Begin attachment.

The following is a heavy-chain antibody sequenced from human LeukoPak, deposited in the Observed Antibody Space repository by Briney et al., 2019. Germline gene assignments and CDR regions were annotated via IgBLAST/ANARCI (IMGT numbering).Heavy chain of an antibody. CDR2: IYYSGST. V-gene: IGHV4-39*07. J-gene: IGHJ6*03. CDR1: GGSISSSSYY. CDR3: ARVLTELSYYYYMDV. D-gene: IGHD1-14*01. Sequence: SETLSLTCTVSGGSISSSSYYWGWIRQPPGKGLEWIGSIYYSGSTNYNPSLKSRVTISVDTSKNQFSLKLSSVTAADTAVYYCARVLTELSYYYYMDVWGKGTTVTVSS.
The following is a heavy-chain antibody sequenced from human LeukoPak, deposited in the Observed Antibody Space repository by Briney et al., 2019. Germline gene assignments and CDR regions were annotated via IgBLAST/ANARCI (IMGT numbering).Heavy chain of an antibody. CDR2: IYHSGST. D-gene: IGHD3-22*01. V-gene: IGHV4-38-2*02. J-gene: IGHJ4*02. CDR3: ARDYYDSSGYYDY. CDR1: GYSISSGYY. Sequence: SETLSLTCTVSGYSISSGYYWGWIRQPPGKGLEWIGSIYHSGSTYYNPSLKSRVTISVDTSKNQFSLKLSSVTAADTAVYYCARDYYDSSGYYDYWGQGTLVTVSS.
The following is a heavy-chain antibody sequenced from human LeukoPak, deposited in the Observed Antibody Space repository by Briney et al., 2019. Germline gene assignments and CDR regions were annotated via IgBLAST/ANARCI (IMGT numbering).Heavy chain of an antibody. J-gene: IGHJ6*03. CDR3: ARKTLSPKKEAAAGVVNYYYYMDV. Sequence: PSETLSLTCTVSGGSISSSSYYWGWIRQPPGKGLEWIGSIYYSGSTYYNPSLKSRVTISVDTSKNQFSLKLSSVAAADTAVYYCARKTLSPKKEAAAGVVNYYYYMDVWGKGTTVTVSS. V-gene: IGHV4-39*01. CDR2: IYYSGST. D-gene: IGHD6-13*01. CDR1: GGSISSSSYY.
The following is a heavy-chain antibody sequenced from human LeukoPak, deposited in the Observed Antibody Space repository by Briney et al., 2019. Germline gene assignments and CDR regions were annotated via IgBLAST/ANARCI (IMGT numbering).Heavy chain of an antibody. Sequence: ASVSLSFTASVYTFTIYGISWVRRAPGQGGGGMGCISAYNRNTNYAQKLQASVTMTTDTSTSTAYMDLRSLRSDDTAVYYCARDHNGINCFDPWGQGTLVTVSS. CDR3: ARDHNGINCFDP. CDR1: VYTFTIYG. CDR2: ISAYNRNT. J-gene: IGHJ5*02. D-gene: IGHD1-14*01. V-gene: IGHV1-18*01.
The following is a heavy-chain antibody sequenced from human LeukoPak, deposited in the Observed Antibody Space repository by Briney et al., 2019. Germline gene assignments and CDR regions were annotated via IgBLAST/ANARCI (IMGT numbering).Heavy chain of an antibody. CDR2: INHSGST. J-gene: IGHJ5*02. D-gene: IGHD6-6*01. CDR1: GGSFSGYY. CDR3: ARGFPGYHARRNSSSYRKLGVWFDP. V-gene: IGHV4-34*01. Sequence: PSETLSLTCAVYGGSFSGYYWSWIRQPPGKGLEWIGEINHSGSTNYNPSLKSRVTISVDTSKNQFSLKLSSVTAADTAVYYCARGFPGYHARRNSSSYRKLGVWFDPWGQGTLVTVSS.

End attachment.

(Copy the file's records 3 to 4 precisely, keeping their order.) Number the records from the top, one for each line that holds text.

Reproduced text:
The following is a heavy-chain antibody sequenced from human LeukoPak, deposited in the Observed Antibody Space repository by Briney et al., 2019. Germline gene assignments and CDR regions were annotated via IgBLAST/ANARCI (IMGT numbering).Heavy chain of an antibody. J-gene: IGHJ6*03. CDR3: ARKTLSPKKEAAAGVVNYYYYMDV. Sequence: PSETLSLTCTVSGGSISSSSYYWGWIRQPPGKGLEWIGSIYYSGSTYYNPSLKSRVTISVDTSKNQFSLKLSSVAAADTAVYYCARKTLSPKKEAAAGVVNYYYYMDVWGKGTTVTVSS. V-gene: IGHV4-39*01. CDR2: IYYSGST. D-gene: IGHD6-13*01. CDR1: GGSISSSSYY.
The following is a heavy-chain antibody sequenced from human LeukoPak, deposited in the Observed Antibody Space repository by Briney et al., 2019. Germline gene assignments and CDR regions were annotated via IgBLAST/ANARCI (IMGT numbering).Heavy chain of an antibody. Sequence: ASVSLSFTASVYTFTIYGISWVRRAPGQGGGGMGCISAYNRNTNYAQKLQASVTMTTDTSTSTAYMDLRSLRSDDTAVYYCARDHNGINCFDPWGQGTLVTVSS. CDR3: ARDHNGINCFDP. CDR1: VYTFTIYG. CDR2: ISAYNRNT. J-gene: IGHJ5*02. D-gene: IGHD1-14*01. V-gene: IGHV1-18*01.